2. Map Addict: a Tale of Obsession, Fudge & the Ordnance Survey by Mike Parker:
Like most youngsters, I spent a fair amount of time ensconced in an atlas, fascinated by exotic place names, geographical landmarks, and colourful land formations. As for maps, it would have been those taken from my father's collection of National Geographics, large scale maps for specific countries. But maps for directional use were never of interest to me for they were associated with being lost on family holidays with all the stress and angst that went with that scenario. Mike Parker, however, has been a devotee of maps from an early age and his persistent interest has made him somewhat of a specialist in this area.
Map Addict is a well-written and funny book. Parker incorporates memoir, travel narrative, and a basic historical overview of maps in the United Kingdom--specifically the Ordnance Survey Maps. From his early love of the children's books by Malcolm Saville which had maps more realistic than those found in Arthur Ransome, to his ever expanding collection of Ordnance Survey maps, we journey with Mike Parker and share his fascination with all things cartographic.
It is not a dry subject. There is much humour to be found. A requisite chapter all about odd place names and locales that have erotic references is both amusing and informative--chalk landscape figures are involved. There is a wonderfully amusing chapter about maps and religion and specifically interesting is the planned city of Milton Keynes, where Parker has a rather startling interview with a security guard. There is an interesting chapter concerning the power politics of positioning the Prime Meridian. A chapter devoted to the fascination of borders and boundaries such as Baarle in Belgium, and other places in Europe as well as the border problem of certain counties in England, like ones that led to the fate of Rutland. There is of course an excellent chapter on the Ordnance Survey maps, and a great deal more including the portions of travel narrative dealing with his European excursions, mainly his visit to Yugoslavia and Albania. I learned a great deal from this book and an enjoyable time was had.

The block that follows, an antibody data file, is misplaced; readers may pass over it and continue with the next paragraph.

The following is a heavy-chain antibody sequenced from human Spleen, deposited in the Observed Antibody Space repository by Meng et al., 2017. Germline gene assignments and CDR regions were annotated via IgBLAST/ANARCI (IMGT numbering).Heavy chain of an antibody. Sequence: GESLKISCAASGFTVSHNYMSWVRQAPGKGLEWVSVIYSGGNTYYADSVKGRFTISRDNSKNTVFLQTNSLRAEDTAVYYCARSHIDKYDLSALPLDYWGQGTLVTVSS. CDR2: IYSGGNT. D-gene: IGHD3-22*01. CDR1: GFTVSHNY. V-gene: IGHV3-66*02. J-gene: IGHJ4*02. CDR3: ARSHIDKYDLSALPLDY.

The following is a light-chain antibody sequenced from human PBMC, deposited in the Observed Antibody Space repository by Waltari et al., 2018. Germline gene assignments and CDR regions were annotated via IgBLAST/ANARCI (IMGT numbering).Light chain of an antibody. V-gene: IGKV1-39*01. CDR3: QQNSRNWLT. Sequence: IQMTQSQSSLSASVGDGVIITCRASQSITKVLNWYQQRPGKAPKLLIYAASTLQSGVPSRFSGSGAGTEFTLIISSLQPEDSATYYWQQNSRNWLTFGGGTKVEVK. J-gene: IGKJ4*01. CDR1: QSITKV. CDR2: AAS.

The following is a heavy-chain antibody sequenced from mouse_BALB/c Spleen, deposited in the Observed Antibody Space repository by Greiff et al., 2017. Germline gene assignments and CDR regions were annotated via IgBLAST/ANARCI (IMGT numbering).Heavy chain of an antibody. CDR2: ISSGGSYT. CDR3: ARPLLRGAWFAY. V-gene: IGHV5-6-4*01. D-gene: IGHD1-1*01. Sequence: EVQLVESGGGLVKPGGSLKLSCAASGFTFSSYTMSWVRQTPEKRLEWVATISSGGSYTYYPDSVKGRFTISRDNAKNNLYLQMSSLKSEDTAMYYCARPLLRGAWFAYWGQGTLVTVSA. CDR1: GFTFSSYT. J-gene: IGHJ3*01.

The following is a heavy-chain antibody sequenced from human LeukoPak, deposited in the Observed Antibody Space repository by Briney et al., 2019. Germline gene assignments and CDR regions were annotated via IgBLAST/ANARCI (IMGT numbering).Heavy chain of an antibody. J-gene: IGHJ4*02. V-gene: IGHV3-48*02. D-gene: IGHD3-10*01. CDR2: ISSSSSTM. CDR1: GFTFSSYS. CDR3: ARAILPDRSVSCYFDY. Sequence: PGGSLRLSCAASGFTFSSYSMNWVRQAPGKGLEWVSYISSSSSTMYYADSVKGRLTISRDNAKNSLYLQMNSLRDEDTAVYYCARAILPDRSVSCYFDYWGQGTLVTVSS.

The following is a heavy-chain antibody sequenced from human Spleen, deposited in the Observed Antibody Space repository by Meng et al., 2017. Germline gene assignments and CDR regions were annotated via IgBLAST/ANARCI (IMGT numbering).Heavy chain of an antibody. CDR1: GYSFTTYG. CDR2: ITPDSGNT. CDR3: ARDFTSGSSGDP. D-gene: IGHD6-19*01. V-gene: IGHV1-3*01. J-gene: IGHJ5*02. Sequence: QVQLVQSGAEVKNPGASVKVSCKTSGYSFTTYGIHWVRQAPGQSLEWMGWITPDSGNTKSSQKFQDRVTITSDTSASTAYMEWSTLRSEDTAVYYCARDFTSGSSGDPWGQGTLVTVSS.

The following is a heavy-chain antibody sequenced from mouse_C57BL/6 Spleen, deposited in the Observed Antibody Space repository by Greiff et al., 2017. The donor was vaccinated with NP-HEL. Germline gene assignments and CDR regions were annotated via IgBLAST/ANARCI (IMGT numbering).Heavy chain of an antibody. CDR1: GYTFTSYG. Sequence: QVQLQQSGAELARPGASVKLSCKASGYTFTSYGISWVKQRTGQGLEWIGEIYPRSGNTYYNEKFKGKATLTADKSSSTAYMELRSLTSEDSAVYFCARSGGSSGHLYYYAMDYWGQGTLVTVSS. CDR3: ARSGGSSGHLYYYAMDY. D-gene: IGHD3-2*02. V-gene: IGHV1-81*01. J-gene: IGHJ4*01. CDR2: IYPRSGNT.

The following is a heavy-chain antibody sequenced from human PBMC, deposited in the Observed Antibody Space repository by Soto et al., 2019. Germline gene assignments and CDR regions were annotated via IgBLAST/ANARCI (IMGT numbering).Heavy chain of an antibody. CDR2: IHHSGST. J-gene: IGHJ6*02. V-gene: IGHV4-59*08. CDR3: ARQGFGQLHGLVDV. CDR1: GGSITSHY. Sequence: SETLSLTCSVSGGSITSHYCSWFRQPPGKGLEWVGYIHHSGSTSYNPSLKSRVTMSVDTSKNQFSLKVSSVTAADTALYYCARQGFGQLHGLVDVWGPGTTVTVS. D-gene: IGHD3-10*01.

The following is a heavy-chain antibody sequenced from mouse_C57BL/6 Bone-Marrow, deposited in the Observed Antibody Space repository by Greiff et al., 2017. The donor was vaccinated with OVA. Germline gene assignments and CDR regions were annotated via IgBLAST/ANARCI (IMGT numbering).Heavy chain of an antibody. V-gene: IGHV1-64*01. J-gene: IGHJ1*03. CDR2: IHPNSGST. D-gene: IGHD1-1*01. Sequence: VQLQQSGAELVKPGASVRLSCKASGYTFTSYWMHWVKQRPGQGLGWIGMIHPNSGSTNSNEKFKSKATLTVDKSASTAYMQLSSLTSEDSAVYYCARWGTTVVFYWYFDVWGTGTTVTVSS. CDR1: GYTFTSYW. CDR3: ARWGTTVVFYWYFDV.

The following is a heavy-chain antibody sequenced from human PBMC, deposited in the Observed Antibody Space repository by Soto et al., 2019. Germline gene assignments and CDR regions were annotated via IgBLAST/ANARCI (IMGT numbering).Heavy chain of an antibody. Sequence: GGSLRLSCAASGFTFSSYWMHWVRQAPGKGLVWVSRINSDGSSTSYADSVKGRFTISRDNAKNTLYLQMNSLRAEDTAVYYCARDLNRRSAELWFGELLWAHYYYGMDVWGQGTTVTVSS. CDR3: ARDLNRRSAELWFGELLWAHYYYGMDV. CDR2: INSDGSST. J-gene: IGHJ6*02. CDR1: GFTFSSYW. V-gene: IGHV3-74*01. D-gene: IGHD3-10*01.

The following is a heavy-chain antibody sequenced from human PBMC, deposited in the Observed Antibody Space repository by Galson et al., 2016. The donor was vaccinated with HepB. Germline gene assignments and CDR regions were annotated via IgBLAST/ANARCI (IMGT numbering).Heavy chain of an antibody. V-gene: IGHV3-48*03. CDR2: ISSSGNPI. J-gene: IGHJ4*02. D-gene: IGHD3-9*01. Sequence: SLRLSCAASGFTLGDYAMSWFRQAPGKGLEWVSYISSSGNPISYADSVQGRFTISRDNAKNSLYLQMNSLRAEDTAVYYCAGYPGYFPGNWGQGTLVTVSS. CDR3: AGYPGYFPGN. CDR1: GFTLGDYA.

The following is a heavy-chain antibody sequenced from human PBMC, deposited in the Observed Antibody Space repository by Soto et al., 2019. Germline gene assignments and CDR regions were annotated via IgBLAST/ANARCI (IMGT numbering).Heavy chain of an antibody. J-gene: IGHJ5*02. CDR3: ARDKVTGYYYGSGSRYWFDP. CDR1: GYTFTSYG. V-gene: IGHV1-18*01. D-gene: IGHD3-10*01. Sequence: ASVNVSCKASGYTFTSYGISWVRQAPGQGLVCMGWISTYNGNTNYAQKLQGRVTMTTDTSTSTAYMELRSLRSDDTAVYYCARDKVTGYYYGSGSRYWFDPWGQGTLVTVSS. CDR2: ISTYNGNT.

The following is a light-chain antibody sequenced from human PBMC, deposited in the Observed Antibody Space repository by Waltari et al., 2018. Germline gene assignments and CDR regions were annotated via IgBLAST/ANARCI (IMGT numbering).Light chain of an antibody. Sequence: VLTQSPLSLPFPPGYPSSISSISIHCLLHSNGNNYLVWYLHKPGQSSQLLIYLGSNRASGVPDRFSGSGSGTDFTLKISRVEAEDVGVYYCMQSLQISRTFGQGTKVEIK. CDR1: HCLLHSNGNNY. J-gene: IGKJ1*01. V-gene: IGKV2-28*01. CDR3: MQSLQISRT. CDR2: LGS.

Now, there is that reference to "Fudge" in his subtitle, and I remember happening across the word only once in the book, and yet, though I could have sworn I made a note of it, it is not to be found. When I checked the index, it was not listed as it might have been between "Fucking, Austria 243--44" and "Fylingdales radar station, Yorkshire 170" but I am pretty sure it was not in reference to an edible sweet.
Posted by ralph mackay at 11:45 pm
Labels: Book Review in Brief, Mike Parker, Stephen Fry, Travel
Subscribe to: Post Comments (Atom)
Post a Comment